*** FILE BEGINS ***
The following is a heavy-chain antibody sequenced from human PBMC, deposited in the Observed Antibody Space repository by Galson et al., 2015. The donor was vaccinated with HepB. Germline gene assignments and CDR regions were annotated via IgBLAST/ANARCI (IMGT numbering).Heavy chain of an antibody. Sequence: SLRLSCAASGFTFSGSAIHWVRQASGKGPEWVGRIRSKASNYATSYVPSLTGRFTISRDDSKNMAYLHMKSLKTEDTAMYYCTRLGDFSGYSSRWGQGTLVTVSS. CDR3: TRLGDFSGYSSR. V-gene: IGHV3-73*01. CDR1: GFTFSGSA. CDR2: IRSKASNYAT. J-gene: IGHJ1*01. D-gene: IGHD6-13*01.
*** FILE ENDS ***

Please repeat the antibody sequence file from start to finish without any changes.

The following is a heavy-chain antibody sequenced from human PBMC, deposited in the Observed Antibody Space repository by Galson et al., 2015. The donor was vaccinated with HepB. Germline gene assignments and CDR regions were annotated via IgBLAST/ANARCI (IMGT numbering).Heavy chain of an antibody. Sequence: SLRLSCAASGFTFSGSAIHWVRQASGKGPEWVGRIRSKASNYATSYVPSLTGRFTISRDDSKNMAYLHMKSLKTEDTAMYYCTRLGDFSGYSSRWGQGTLVTVSS. CDR3: TRLGDFSGYSSR. V-gene: IGHV3-73*01. CDR1: GFTFSGSA. CDR2: IRSKASNYAT. J-gene: IGHJ1*01. D-gene: IGHD6-13*01.